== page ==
expecting to increase our capacity, we noticed that many units failed
the calibration test now, were pivot, ES&S and/or Bergquist worried
that this calibration problem might affect the proper recording of
votes? I don't recall anyone ever discussing that they were concerned
about votes. Well, we have a letter from-- Bergquist stating that they
were unaware of the issues with the problematic screens at the time of

Well-- that's simply not true. Did you say it was simply not true?
Yeah. Bergquist said the problem was not so much with their screens as
with the way the Manila plant was inspecting them. Tuggle disagrees.
Berquist said the plant in Manila didn't know how to inspect them.
(laughter) you're chuckling. Why is that? Again, that's simply not
true. Again, I had degreed engineers. You're talking about a third
world country but they had some good colleges there. My people were
very good - they were engineers. I had assembly workers who were
college graduates.

Tuggle admits some design problems with the Ivotronic, but he worried
most about the screens, and that, over time, they would fail your
story suggests, mr. Tuggle Bergquist and pivot and ES&S all knew that
there were potential defects in these screens. That could put the
accuracy of the vote by millions of Americans at risk?

Well-- I would say that based upon their calculations, they were all
taking the calculated risk that they would not deteriorate any
further. And it was very evident that that was a risk they were
willing to take. What about the risk at the voting place? You'll have
to ask them about that.

Executives from pivot, Bergquist and ES&S all declined to talk to us.
But they didn't decline to testify in a federal lawsuit and that's how
we found out what was really going on at all three companies a
critical legal document in the battle over Florida's touchscreens was
filed far from Sarasota, in the United States district court house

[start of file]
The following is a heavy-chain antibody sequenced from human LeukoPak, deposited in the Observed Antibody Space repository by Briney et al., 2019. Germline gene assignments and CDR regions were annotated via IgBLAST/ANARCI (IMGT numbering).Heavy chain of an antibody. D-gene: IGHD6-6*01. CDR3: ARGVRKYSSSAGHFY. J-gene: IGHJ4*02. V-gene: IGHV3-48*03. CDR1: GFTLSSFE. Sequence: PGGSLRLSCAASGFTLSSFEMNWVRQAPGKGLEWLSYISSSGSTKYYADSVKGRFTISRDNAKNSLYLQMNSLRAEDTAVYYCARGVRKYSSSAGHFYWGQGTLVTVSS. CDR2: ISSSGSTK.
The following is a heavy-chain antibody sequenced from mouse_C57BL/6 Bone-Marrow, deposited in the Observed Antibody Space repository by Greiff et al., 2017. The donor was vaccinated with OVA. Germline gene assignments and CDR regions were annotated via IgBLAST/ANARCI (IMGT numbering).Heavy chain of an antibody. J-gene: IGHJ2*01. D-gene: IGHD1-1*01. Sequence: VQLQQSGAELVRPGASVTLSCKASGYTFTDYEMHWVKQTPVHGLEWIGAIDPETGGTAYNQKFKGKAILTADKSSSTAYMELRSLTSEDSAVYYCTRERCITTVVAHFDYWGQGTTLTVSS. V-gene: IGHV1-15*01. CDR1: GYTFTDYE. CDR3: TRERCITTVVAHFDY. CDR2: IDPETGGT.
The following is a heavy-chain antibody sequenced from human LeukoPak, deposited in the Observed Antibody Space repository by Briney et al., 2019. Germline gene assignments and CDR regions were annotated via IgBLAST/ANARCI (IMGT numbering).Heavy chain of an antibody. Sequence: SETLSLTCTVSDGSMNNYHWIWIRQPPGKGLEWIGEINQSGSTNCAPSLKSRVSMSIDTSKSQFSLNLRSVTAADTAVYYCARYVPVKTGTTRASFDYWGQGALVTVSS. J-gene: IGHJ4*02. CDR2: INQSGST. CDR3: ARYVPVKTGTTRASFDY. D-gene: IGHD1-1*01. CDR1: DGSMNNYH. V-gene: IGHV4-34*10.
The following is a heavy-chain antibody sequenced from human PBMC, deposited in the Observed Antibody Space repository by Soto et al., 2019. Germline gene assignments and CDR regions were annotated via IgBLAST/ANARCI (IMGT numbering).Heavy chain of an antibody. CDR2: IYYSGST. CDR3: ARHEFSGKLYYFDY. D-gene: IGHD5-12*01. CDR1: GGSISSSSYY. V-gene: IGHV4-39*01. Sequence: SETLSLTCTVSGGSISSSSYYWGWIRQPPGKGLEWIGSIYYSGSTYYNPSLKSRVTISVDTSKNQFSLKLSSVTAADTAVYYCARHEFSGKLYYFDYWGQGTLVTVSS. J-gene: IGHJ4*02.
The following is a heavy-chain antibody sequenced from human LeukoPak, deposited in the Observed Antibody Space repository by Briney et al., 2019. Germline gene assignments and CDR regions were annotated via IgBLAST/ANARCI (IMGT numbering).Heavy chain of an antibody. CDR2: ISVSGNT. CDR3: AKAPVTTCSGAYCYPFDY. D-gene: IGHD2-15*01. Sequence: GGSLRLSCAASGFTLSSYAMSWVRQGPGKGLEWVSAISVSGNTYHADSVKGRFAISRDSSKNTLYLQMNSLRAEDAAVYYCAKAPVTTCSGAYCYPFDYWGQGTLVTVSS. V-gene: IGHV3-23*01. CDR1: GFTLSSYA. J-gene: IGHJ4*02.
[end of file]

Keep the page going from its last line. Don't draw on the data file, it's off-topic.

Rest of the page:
here in Minneapolis, in a case that almost no one has even heard
about. The case, Bergquist versus Hartford Casualty, began two years
ago. It seemed at first a simple dispute between a policyholder and
insurance company. Bergquist, the company that manufactured the
screens used in the ES&S Ivotronic was seeking reimbursement for costs
incurred in recalling and replacing thousands of potentially defective
touch screens, most in voting machines in Florida. An affidavit in the
case, recently filed, looks like just one more document in a mountain
of court papers. But the affidavit of dr. Patricia dunn, a former
materials scientist for the Bergquist company, was a bombshell. Dunn
discovered no data of humidity testing on the screens by Bergquist
even though they were telling customers the screens met certain
humidity specifications but when patricia dunn conducted her own
experiments at Bergquist they suggested that many screens would go out
of calibration over time, especially in humid places like Florida.
According to dunn, in 2002 she urged a recall of many Bergquist
screens from Manila but court exhibits suggest it was reports in 2003
of actual screen problems in lee county, Florida that was the tipping
point for management at Bergquist, ES&S and pivot.

Es&s, Bergquist and pivot all realized a major recall of screens